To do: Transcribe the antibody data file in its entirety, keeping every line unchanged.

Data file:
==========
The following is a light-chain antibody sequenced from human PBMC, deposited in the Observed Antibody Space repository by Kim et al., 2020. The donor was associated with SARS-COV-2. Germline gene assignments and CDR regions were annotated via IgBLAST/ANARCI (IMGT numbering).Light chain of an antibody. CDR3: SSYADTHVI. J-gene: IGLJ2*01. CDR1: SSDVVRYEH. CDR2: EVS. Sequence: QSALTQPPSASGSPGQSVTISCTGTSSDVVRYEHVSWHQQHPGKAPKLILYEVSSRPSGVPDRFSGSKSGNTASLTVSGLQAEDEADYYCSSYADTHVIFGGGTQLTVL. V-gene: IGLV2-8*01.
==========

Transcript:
The following is a light-chain antibody sequenced from human PBMC, deposited in the Observed Antibody Space repository by Kim et al., 2020. The donor was associated with SARS-COV-2. Germline gene assignments and CDR regions were annotated via IgBLAST/ANARCI (IMGT numbering).Light chain of an antibody. CDR3: SSYADTHVI. J-gene: IGLJ2*01. CDR1: SSDVVRYEH. CDR2: EVS. Sequence: QSALTQPPSASGSPGQSVTISCTGTSSDVVRYEHVSWHQQHPGKAPKLILYEVSSRPSGVPDRFSGSKSGNTASLTVSGLQAEDEADYYCSSYADTHVIFGGGTQLTVL. V-gene: IGLV2-8*01.